The time it takes to land and release your fish and the way you handle it is critical to its survival.
TIPS FOR CATCH & RELEASE
Summer temperatures increase stress on fish and make a quick and careful catch and release critical to their survival.
Taking time to revive your fish by gently moving it back and forth underwater until it swims from your hands will increase its survival chances.
Leaving a fish in the water gives it oxygen for quicker recovery and also supports the fishâ€™s weight, reducing stress on its internal organs and spine.
Holding a wet cloth or wearing a wet glove helps grip the fish and reduces injury from movement
Use gear and line strong enough to bring fish in quickly.
Use flies. Fish caught on flies are more likely to survive than fish caught with bait.
Go barbless. Barbless hooks allow for a quicker release and decrease injury to fish. When tying flies, either buy barbless hooks or compress the barb on the hook with pliers before you tie.
LANDING YOUR CATCH
Land fish quickly before they are played out.
Use a knotless or rubber mesh net. Nets minimize damage and handling time.
Avoid fishing for cold-water species (ie. trout) when water temperatures near 70 degrees. Fish are stressed in high temperatures and are less likely to survive when released.
REMOVING THE HOOK
If possible, remove the hook quickly and gently while keeping your fish in the water.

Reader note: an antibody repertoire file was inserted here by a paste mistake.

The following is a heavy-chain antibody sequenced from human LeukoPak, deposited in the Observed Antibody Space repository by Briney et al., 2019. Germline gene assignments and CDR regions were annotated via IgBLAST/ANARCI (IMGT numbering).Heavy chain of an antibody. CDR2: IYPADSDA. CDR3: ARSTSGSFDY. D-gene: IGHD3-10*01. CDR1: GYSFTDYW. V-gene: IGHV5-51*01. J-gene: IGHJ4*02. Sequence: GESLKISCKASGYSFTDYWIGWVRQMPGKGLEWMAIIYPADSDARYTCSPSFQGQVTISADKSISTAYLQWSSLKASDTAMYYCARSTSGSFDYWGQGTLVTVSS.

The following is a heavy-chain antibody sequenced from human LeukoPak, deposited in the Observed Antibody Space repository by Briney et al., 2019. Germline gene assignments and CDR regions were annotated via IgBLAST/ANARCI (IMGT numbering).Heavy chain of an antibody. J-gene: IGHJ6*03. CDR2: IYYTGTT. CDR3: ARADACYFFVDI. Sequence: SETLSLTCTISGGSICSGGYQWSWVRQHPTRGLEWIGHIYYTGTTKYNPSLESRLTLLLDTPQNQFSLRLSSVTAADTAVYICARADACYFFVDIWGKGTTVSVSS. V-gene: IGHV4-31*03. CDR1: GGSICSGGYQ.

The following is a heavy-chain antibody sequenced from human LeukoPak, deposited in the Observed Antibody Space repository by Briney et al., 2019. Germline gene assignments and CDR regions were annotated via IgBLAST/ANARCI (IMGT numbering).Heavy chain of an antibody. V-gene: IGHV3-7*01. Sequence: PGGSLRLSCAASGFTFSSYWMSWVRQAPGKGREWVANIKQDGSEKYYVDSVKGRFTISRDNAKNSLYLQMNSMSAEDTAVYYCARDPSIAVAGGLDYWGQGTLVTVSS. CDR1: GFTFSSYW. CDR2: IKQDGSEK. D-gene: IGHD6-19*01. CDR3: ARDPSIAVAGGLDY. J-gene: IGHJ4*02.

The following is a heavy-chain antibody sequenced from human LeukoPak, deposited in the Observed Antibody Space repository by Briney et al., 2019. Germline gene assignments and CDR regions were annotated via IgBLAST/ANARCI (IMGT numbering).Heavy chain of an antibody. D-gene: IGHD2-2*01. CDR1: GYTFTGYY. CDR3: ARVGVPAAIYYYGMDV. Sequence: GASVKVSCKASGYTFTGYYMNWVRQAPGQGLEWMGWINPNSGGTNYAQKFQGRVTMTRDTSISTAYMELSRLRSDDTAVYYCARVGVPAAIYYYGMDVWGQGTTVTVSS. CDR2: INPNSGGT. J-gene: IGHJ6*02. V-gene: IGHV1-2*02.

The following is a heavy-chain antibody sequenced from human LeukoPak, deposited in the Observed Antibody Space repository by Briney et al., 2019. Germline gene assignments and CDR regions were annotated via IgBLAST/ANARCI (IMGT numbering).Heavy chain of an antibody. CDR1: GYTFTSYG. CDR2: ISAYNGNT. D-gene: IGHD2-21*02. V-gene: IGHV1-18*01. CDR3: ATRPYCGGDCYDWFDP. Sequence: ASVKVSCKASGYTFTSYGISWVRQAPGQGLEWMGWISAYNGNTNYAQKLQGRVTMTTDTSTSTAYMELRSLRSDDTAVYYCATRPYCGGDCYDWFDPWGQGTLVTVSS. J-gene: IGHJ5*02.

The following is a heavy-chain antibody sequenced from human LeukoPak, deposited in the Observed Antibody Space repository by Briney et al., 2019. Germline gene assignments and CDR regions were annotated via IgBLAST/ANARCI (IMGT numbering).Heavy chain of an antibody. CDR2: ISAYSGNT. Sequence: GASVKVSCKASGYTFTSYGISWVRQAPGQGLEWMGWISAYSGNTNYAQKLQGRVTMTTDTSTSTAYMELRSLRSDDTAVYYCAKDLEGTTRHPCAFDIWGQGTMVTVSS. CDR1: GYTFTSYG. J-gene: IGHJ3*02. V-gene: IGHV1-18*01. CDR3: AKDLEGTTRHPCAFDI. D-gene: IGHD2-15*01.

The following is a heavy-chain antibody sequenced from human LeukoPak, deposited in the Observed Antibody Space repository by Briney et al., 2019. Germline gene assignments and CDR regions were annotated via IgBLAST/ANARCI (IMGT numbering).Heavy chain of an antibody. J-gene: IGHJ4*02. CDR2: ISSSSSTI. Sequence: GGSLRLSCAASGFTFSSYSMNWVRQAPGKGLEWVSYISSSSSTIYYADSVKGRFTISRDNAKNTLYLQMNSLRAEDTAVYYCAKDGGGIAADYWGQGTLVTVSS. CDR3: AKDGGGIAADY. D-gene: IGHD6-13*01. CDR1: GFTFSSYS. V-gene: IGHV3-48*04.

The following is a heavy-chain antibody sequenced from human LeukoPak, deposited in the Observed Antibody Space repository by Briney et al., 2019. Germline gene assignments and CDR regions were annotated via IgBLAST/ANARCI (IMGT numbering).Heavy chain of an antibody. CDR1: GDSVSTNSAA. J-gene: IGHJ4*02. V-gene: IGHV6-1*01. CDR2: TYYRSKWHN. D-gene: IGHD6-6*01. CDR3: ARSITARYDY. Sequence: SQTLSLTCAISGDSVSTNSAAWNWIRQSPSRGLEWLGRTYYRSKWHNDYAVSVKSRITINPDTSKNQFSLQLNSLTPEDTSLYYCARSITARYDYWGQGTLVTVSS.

Use a hemostat to back the hook out of its entrance hole.
If your fish is hooked deeply, cut the line near the hook.
HANDLING YOUR CATCH
Minimize the time your fish is out of water.
Wet your hands when handling your fish.
Measure and photograph the fish with it in the water.
Never toss a fish back. Gently support the fish facing into the current until it swims from your hands.
REVIVING YOUR CATCH
If the fish does not swim out of your hands, you may need to revive it.
Move the fish gently back and forth underwater until it swims free.
From a boat, revive a fish by leaving it underwater in the landing net with the opening facing into current until the fish swims free.
Local Perspectives ~ Anglers visiting western Alaska are encouraged to respect the rights of private property owners and to respect traditional perspectives. Many local residents are concerned about catch and release fishing practices. Yupik people feel these practices are disrespectful to fish and are in conflict with their traditional ethics.
These ethics teach that when animals are mistreated, the natural order becomes disrupted and people risk future food shortages. If disrupted, the fish will move away and may never return to the river.
It is important that visitors acknowledge and respect these traditions by respecting their catch and observing careful catch and release practices.
Keep the fish in the water, Use single hook lures or flies, When taking pictures, cradle the fish with both hands, Pinch your barbs down and If you can not remove the fly easily, consider cutting the line or the hook.